• (b) The ACCC can ask any corporation to justify its Trade Practices compliance under current laws, but very properly it exercises significant discretion regarding the use of such power.

Australian Bureau of Statistics?

I do not believe that the ABS is the right organisation to collect franchising data.  It could certainly do the job, but what is needed is a franchising department that can cover multiple roles - I will call it the Australian Franchising Office (AFO). 

The AFO will collect the data mentioned above, but if such a body were to be formed, it should encompass:

  • (a) The investigative function of the ACCC;
  • (b) The role of the Office of the Mediation Adviser (more on that in Part 4); and
  • (c) An expanded franchising dispute resolution system - perhaps in the form of a tribunal.

One organisation would be responsible for the administration of the franchising sector in a dedicated way.  By being specific to the industry - and if propoerly resourced - there is a much higher prospect that complaints would actually be investigated and compliance with procedural matters (such as the provision of data and general compliance with the TPA) was achieved.

Franchisees would also have access to a cost effective dispute resolution forum where they couldn't be 'out resourced' or 'out lawyered'..

I would retain mediation as a dispute resolution option but I would like to see a franchising tribunal that has the power to deal with franchising disputes (a book could be written on that subject alone) but a tribunal that also has the power to pro-actively intervene in disputes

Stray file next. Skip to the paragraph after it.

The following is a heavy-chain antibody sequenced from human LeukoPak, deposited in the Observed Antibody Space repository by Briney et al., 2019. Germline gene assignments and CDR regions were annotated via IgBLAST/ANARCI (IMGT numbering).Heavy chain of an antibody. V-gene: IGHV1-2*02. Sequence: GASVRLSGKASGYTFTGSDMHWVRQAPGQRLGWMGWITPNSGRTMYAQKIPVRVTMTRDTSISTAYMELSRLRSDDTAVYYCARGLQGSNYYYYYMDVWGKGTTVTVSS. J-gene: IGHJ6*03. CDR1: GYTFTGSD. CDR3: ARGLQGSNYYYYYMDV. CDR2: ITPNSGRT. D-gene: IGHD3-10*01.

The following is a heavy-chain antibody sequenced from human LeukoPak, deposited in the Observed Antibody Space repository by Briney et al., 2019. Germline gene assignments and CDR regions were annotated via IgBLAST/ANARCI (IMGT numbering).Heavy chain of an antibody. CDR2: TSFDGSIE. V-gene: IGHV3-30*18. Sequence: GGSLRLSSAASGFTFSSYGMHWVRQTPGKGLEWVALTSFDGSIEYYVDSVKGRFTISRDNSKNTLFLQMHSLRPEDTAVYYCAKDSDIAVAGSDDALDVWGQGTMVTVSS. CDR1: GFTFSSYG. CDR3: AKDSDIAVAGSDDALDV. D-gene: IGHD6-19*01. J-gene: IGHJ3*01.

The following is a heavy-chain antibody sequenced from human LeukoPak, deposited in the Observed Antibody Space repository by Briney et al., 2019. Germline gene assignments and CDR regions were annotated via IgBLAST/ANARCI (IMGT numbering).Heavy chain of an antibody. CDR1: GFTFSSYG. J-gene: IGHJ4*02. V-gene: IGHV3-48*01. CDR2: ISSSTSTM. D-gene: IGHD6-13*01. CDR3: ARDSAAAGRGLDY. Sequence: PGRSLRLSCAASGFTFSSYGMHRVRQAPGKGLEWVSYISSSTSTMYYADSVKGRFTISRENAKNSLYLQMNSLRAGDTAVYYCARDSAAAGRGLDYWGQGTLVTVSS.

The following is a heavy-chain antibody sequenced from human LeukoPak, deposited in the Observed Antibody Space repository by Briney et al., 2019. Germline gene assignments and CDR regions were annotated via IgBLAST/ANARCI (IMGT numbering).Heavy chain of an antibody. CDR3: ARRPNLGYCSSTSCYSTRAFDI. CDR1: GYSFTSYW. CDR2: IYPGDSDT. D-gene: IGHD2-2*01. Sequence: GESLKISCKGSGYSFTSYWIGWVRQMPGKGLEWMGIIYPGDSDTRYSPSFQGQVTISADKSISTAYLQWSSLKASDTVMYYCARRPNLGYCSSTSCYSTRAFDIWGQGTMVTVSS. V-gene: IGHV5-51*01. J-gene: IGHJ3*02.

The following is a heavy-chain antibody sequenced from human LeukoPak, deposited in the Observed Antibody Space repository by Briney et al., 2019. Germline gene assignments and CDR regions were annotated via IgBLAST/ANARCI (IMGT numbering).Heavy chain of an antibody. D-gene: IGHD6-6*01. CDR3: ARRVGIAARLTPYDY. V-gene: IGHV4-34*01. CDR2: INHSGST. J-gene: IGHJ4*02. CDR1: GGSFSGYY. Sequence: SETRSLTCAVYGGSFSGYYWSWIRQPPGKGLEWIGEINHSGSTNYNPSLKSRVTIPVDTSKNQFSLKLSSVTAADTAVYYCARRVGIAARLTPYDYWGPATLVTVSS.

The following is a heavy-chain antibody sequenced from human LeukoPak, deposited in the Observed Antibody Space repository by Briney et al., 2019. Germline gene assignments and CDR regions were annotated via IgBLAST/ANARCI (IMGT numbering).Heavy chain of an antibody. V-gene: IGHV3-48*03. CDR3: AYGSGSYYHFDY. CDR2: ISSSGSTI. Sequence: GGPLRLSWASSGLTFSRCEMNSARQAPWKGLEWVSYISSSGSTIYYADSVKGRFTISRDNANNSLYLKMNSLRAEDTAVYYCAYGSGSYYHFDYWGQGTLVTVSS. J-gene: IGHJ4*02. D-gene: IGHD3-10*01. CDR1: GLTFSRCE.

For example, if copies of the Breach Notices / Dispute Notices were received in a central register it would not take long to notice whether a particular system had a high level of conflict and whether the disputes were about a certain subject.  An ‘intervention' could then occur and an investigation into the causes and possible dispute resolution options could be conducted before the whole system descends into litigation.

The concept is a hybrid tribunal/ombudsman role but surely the franchising sector is important enough to warrant its own specialised regulator?  Under this system the ACCC retains its enforcement role, but it will not have to deal with the day to day ‘froth and bubble' of franchising that it has so poorly handled to date. 

Even an upgraded ACCC with more resources (but with the current system) can do no more than increase the number of complaints it processes; it can never deal with every  dispute.

As an added benefit, an AFO would be an ideal body to provide (or co-ordinate) pre-investment education to prospective franchisees.  Whilst the ACCC has some material available (and helpful material at that), it is not automatically recognised as being a resource for investors considering a franchise. 

Having access to a centralised body of information regarding franchising, an adviser or prospective franchisee could potentially access valuable information about the franchisor under consideration as part of their due diligence process, such as the number of disputes or the turnover in franchisees.

Once "good faith" enters into the mix, having access to a broad number of standard form agreements - and knowledge of disputes over a period of time - it will become feasible for an AFO to form an opinion regarding the ‘fairness' of certain standard conditions and practices.

I look forward with interest to the improvements that the BMM coterie could make to these ideas.

Part 2 of a 4 part series: